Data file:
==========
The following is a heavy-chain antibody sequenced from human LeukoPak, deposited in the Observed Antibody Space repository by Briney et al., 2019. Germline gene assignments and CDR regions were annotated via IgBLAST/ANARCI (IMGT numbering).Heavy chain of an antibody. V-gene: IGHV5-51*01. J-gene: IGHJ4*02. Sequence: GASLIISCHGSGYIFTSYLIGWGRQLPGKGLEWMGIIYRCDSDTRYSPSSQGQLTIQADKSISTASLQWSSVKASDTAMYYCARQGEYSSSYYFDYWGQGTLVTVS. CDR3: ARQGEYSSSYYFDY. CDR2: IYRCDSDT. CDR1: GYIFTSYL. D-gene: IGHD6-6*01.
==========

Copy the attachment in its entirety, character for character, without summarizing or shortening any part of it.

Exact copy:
The following is a heavy-chain antibody sequenced from human LeukoPak, deposited in the Observed Antibody Space repository by Briney et al., 2019. Germline gene assignments and CDR regions were annotated via IgBLAST/ANARCI (IMGT numbering).Heavy chain of an antibody. V-gene: IGHV5-51*01. J-gene: IGHJ4*02. Sequence: GASLIISCHGSGYIFTSYLIGWGRQLPGKGLEWMGIIYRCDSDTRYSPSSQGQLTIQADKSISTASLQWSSVKASDTAMYYCARQGEYSSSYYFDYWGQGTLVTVS. CDR3: ARQGEYSSSYYFDY. CDR2: IYRCDSDT. CDR1: GYIFTSYL. D-gene: IGHD6-6*01.